Height, weight, age
date of birth, social security
cell phone number, credit card.
SAT score, grade average on a four-point scale,
transcripts, salary, expenses, repeat.
A collection of numerical digits
that tell you everything you need to know to steal my identity,
but not to keep it.
A lot can be said with the characters 0-9.
88 ivory keys practiced daily,
one microphone to sing out a message.
Music in four-four time,
one beat, two beat, three beat, rest.
Two pairs of worn-out running shoes,
forced to practice seven days a week.
Step, step, step, finish line.
"Your time is—"
There's the numbers again.
This is what I do; this is who I am
drawn out on a number line,
graphed in a coordinate plane.
My identity is not single-digit,
Our sum is greater when we are together.
Two parents, one brother,
Three aunts, four uncles, three grandparents,
Cousins that can't be counted using only two hands.
Two cats, one dog, one family,
Small numbers that build the foundation beneath my feet.
A small circle of best friends,
A larger circle of friends, of teammates,
An even bigger circle of acquaintances.
All intrinsically bound
by the number of breaths between our laughter
and the steady one-two-three of our hearts.
There are billions of people I will never meet.
But I am immeasurably grateful for the small number
of which I received that privilege.
(They are my identity
as much as I am.)
In number order, I go like this:
At two I am cute, though unremarkable—
At four, I am a princess, and then the president, and then a mermaid, depending on the day of the week.
At six, I am an elementary schooler, a friend, and a dreamer
placing myself in a big kid world I don't yet know I'm not ready for.
By eight, I am "gifted"
a title I accept but do not quite grasp.
I buy two cookies for 50 cents
and eat them at recess,
oblivious to anything the future might have in store.
By ten, I write poetry
and read it to the class.
"You should be a poet," from the mouth of my teacher,
and the six year old in me thinks that is an excellent idea,
though four thinks it's a little bit boring.
But by 12 that has been forgotten,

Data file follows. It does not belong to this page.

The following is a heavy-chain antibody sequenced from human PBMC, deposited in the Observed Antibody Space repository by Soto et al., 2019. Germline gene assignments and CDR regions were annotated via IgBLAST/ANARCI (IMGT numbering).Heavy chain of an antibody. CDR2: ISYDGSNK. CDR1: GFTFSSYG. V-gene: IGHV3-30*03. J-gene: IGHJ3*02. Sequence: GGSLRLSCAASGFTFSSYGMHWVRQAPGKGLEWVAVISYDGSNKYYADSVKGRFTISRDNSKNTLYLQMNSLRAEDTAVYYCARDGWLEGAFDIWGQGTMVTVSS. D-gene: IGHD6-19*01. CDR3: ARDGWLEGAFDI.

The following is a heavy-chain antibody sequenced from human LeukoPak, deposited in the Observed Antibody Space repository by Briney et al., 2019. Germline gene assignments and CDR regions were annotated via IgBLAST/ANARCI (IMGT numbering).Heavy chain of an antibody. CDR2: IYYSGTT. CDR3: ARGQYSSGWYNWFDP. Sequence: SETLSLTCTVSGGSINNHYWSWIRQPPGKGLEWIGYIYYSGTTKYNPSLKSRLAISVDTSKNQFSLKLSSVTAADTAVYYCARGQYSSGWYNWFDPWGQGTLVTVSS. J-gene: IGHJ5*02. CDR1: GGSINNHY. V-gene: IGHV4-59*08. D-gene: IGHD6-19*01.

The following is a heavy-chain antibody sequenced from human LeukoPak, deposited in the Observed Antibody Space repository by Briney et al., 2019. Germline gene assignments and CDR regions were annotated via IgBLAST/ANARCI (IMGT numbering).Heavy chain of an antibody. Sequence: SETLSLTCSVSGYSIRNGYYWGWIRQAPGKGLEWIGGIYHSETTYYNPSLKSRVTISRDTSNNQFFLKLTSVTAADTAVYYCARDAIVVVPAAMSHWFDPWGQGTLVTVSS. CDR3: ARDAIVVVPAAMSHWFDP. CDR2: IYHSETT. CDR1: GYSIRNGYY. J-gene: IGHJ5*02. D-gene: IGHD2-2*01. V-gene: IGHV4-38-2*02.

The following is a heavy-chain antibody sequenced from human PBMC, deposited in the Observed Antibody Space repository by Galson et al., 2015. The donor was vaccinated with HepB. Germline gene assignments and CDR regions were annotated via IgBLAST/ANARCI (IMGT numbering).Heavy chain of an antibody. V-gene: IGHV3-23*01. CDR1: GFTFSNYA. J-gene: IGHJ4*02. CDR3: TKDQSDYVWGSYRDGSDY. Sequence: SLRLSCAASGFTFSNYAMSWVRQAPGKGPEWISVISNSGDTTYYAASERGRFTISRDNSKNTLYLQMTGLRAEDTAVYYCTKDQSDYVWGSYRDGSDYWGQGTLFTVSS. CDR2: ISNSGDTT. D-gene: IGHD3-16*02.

too impractical, too unstable.
I only write poetry now when the numbers on the clock read late into the night,
hundreds of words that I do not show to anyone.
I laugh with my friends and try not to think about it.
The future is uncertain,
thousands of days ahead of me,
4,380 already lived.
At 14, high school is looming,
7 tough classes, 180 days of school, one backpack and one bundle of nerves.
Four extra-curriculars, three school clubs, and three honors societies.
Time is told through the number of assignments I turn in
divided by the grade on top of them.
Now at 16, I am one-half scared
and one-half excited.
5,840 days lived
and a future that's never been more difficult to see.
It hasn't been easy;
countless sleepless nights, hundreds of homework assignments, dozens of gained and lost friends, forgotten dreams—and then replaced ones.
The weight of being "gifted" threatens to crush me sometimes;
the number of pounds is almost higher than I can bear.
But I bear it— and I maintain,
with piano, with running, with relationships, with poems, with life.
There are 197,000,000 square miles on Earth and 7,000,000,000 people.
My future is wide open.
This is my identity—
chronologically, numerically, decimally.
I've heard it said that it is impossible
to define a human being.
Because people are too complicated,
too indescribable using words.
And I might agree with that.
I don't need words.
I only need the characters 0-9.